Fine Art in Las Vegas

By Gangelhoff, Bonnie | Southwest Art, November 2001 | Go to article overview
Save to active project

Fine Art in Las Vegas

Gangelhoff, Bonnie, Southwest Art



The art world is both fascinated and appalled. Fine art in Las Vegas? Can Picasso thrive alongside dancing dolphins, poker tables, and Wayne Newton? The high rollers are betting on it. And the odds look good. "We are having an explosion of art here," rhapsodizes Trish Williamson, public relations director for the Las Vegas Chamber of Commerce. "This is the entertainment capital of the world. Now we are adding art."

What Williamson is referring to is the scheduled October 2001 openings of not one but two branches of the Guggenheim Museum at the grand Venetian Resort-Hotel-Casino, a 6,000-room entertainment complex. The Hermitage-Guggenheim Museum is a collaboration between the St. Petersburg, Russia, and New York art institutions. Its inaugural exhibition, Masterpieces and Master Collectors, presents works by Matisse, Monet, and Picasso. The Guggenheim Las Vegas bows in with The Art of the Motorcycle, an unusual exhibit that raised snobby eyebrows when it opened at the Guggenheim in New York. The exhibit features 120 motorcycles and chronicles key moments in the machine's evolution.

Both museums are designed by the architect of the moment, Rem Koolhaas of the Netherlands. California architect Frank 0. Gehry, who created the splashy Guggenheim Bilbao, designed the exhibition space for the cycle show. Designs by these two international powerhouses alone offer enough incentive to visit Vegas as an art destination.

For the uninitiated, the two "Guggs" aren't the first highart venues to surface attached to glitzy hotels and casinos. The trend actually began several years ago with the vision of one man---casino owner Steve Wynn. Reportedly, when Wynn heard that more Americans visit art exhibitions than sports events, he decided to own the first casino to house an art collection-his own, valued in the multi-millions. He also wanted to attract a high-end, sophisticated clientele to his new hotel, the 3,000-room Bellagio that opened in 1998. His hotel gallery was an instant success. And Wynn soon became known as the catalyst behind the New Vegas, the first person to merge the gaming and entertainment industry with high art.

Wynn's vision, along with a widespread effort to bring in designer boutiques and kid-friendly attractions, is causing Sin City, which was founded by gangsters, to attract a new kind of crowd. "It's not just a gaming destination anymore. At Bellagio, 50 percent or more of the people come here for the non-gaming aspects: entertainment, shopping, and dining with award-winning chefs," says Wendie Mosca, public relations manager for MGM Mirage, which includes the Bellagio hotel and the Bellagio Gallery of Fine Art. Mosca points out that a recent show of works from the Phillips Collection averaged 800 visitors a day and chalked up a total of 165,279 viewers to the gallery. The following show, which closed in September, garnered even more ink and airtime because it displayed entertainer Steve Martin's collection-an array of paintings that included works by Edward Hopper and Picasso.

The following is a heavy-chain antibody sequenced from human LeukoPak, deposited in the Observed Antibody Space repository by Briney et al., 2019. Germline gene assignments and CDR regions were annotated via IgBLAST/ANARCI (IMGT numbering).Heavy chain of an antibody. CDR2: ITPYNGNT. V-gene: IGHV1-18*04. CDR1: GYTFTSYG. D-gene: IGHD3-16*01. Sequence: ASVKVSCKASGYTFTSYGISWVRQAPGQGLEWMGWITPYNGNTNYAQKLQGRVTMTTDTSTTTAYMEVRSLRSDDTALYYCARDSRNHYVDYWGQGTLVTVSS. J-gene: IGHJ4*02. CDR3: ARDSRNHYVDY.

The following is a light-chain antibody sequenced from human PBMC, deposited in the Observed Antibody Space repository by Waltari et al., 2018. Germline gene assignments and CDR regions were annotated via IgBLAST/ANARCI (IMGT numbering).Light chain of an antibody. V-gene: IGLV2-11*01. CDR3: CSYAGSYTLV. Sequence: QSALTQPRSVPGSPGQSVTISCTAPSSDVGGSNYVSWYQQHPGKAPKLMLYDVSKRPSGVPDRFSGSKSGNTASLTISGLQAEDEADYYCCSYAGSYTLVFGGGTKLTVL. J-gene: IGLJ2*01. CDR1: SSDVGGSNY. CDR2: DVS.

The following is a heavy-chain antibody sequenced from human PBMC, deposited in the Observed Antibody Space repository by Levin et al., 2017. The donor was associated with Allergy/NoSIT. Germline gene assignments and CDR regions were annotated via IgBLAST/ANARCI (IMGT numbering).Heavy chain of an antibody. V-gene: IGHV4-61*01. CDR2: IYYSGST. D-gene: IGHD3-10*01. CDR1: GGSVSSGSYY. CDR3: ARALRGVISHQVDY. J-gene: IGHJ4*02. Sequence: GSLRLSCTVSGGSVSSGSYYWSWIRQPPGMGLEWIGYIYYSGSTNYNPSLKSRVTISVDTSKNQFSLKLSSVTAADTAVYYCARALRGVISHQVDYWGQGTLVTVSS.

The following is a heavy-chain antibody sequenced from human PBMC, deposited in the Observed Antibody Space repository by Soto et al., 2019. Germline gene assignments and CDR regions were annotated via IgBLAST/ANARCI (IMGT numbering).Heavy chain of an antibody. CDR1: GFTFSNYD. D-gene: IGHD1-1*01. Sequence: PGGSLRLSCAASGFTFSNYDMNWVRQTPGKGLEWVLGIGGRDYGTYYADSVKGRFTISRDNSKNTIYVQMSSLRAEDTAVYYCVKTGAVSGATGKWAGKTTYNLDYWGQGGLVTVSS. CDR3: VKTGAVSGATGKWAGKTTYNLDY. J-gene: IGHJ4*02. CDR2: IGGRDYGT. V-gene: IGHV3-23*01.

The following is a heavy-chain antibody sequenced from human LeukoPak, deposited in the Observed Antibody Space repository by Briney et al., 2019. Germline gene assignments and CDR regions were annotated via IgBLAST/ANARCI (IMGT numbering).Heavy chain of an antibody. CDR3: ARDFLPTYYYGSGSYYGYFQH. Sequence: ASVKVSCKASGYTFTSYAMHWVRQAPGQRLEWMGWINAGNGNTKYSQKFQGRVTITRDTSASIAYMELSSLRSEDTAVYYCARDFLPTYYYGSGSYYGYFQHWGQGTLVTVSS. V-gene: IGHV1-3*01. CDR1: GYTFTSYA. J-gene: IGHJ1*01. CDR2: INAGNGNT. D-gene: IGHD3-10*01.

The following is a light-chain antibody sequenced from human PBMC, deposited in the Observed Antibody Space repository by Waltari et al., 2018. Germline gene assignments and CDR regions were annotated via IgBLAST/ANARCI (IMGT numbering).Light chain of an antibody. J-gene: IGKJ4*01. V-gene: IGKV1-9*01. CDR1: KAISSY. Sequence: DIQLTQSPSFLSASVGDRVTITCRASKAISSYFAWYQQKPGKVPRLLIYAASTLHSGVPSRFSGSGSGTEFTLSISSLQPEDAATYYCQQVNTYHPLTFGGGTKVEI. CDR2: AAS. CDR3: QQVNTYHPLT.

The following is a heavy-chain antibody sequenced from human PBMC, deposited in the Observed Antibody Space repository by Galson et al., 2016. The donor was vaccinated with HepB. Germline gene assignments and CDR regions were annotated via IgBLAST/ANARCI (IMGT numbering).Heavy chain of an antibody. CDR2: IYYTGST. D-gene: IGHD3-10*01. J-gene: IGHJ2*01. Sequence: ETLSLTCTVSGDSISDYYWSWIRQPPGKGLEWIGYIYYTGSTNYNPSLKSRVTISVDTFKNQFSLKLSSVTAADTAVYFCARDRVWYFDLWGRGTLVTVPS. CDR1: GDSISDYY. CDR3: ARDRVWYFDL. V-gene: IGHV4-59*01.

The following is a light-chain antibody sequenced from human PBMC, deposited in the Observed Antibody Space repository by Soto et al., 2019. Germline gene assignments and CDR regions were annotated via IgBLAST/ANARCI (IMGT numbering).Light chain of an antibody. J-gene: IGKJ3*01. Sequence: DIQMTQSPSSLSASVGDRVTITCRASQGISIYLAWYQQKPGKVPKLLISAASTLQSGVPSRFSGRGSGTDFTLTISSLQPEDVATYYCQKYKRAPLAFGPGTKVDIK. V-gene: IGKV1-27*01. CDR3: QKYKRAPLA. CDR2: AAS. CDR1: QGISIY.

The rest of this article is only available to active members of Questia

Sign up now for a free, 1-day trial and receive full access to:

  • Questia's entire collection
  • Automatic bibliography creation
  • More helpful research tools like notes, citations, and highlights
  • Ad-free environment

Already a member? Log in now.

Notes for this article

Add a new note
If you are trying to select text to create highlights or citations, remember that you must now click or tap on the first word, and then click or tap on the last word.
Loading One moment ...
Project items
Cite this article

Cited article

Citations are available only to our active members.
Sign up now to cite pages or passages in MLA, APA and Chicago citation styles.

Cited article

Fine Art in Las Vegas


Text size Smaller Larger
Search within

Search within this article

Look up

Look up a word

  • Dictionary
  • Thesaurus
Please submit a word or phrase above.
Print this page

Print this page

Why can't I print more than one page at a time?

While we understand printed pages are helpful to our users, this limitation is necessary to help protect our publishers' copyrighted material and prevent its unlawful distribution. We are sorry for any inconvenience.
Full screen

matching results for page

Cited passage

Citations are available only to our active members.
Sign up now to cite pages or passages in MLA, APA and Chicago citation styles.

Cited passage

Welcome to the new Questia Reader

The Questia Reader has been updated to provide you with an even better online reading experience.  It is now 100% Responsive, which means you can read our books and articles on any sized device you wish.  All of your favorite tools like notes, highlights, and citations are still here, but the way you select text has been updated to be easier to use, especially on touchscreen devices.  Here's how:

1. Click or tap the first word you want to select.
2. Click or tap the last word you want to select.

OK, got it!

Thanks for trying Questia!

Please continue trying out our research tools, but please note, full functionality is available only to our active members.

Your work will be lost once you leave this Web page.

For full access in an ad-free environment, sign up now for a FREE, 1-day trial.

Already a member? Log in now.

Are you sure you want to delete this highlight?